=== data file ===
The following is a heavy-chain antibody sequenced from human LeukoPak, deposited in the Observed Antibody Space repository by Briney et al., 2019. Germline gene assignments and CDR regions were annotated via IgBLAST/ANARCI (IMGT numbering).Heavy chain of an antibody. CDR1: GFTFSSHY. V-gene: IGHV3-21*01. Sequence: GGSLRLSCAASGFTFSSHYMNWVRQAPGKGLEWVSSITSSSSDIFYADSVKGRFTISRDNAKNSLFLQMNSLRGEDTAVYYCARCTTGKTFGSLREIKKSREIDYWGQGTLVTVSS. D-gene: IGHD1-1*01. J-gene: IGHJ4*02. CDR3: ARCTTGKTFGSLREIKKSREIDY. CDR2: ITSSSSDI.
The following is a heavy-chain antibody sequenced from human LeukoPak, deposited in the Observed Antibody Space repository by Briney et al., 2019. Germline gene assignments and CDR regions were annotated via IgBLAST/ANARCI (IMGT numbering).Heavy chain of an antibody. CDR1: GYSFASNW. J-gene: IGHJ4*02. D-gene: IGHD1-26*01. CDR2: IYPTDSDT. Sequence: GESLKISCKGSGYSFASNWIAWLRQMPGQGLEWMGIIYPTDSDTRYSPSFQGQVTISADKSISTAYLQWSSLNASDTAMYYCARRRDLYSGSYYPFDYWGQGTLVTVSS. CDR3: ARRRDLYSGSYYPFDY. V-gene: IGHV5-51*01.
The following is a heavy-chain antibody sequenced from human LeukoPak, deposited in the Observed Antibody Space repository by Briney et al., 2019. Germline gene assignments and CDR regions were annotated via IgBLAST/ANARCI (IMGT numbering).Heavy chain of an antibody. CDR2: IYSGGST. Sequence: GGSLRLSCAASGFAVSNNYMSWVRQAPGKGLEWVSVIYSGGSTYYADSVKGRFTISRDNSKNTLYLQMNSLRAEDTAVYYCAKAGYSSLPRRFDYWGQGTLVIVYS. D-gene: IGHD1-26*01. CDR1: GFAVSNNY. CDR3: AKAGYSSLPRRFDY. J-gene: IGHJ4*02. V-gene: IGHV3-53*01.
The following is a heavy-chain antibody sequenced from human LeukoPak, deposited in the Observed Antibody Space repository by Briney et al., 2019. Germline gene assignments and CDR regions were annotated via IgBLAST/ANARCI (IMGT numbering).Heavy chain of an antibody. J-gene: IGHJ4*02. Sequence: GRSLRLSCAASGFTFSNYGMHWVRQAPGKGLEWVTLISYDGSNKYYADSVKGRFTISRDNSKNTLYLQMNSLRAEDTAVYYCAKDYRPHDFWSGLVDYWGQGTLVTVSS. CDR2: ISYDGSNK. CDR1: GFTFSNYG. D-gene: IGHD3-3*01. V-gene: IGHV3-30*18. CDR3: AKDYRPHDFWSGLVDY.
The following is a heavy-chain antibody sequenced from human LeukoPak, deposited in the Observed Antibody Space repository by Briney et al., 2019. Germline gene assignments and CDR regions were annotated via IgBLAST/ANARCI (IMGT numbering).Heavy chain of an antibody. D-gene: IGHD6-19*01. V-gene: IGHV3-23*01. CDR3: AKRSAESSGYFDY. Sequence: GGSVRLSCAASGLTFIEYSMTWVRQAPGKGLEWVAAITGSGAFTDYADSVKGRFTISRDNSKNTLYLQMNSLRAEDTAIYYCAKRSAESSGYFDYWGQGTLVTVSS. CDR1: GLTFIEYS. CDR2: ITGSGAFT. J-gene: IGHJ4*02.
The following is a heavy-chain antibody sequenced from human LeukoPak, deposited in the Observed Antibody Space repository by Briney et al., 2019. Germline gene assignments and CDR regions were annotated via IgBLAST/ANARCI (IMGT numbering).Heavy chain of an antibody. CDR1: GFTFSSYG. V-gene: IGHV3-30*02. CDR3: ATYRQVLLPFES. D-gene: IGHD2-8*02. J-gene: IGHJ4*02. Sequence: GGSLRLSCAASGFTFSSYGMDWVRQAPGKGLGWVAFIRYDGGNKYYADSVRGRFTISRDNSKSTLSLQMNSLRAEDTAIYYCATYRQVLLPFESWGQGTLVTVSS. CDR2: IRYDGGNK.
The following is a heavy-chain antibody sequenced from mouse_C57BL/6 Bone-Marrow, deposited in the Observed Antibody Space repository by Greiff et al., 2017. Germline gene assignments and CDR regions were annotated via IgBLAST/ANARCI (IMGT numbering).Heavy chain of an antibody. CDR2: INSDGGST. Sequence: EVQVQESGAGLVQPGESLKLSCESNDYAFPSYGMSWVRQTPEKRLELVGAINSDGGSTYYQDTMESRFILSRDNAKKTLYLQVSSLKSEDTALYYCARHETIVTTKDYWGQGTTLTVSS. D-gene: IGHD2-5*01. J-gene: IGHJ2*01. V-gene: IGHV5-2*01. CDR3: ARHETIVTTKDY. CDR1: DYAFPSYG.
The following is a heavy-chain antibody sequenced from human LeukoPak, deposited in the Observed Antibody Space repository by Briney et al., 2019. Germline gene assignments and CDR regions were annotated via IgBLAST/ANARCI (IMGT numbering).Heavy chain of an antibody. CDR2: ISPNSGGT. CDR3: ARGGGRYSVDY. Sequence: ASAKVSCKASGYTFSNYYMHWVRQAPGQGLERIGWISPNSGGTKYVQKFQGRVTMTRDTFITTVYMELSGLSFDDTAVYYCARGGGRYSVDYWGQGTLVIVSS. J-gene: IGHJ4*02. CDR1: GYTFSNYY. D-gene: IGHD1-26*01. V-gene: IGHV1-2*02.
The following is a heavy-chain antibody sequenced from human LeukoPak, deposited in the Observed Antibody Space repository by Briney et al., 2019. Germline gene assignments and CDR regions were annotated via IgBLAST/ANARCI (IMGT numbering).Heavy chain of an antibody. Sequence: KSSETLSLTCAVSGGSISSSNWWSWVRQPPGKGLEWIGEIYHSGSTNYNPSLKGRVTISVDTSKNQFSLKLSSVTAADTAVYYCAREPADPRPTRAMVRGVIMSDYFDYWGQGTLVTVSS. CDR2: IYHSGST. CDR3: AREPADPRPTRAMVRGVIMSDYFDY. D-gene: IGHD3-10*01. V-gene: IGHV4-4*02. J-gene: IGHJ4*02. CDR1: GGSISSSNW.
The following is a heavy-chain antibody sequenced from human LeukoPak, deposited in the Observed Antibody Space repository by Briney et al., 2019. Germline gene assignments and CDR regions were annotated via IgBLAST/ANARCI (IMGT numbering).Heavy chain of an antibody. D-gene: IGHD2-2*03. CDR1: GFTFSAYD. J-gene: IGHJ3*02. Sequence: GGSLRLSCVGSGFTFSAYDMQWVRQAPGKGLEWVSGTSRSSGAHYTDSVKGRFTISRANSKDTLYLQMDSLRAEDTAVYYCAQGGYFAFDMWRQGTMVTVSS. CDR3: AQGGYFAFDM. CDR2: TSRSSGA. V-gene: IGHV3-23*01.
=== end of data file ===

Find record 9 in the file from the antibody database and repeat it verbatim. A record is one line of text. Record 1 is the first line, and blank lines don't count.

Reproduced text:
The following is a heavy-chain antibody sequenced from human LeukoPak, deposited in the Observed Antibody Space repository by Briney et al., 2019. Germline gene assignments and CDR regions were annotated via IgBLAST/ANARCI (IMGT numbering).Heavy chain of an antibody. Sequence: KSSETLSLTCAVSGGSISSSNWWSWVRQPPGKGLEWIGEIYHSGSTNYNPSLKGRVTISVDTSKNQFSLKLSSVTAADTAVYYCAREPADPRPTRAMVRGVIMSDYFDYWGQGTLVTVSS. CDR2: IYHSGST. CDR3: AREPADPRPTRAMVRGVIMSDYFDY. D-gene: IGHD3-10*01. V-gene: IGHV4-4*02. J-gene: IGHJ4*02. CDR1: GGSISSSNW.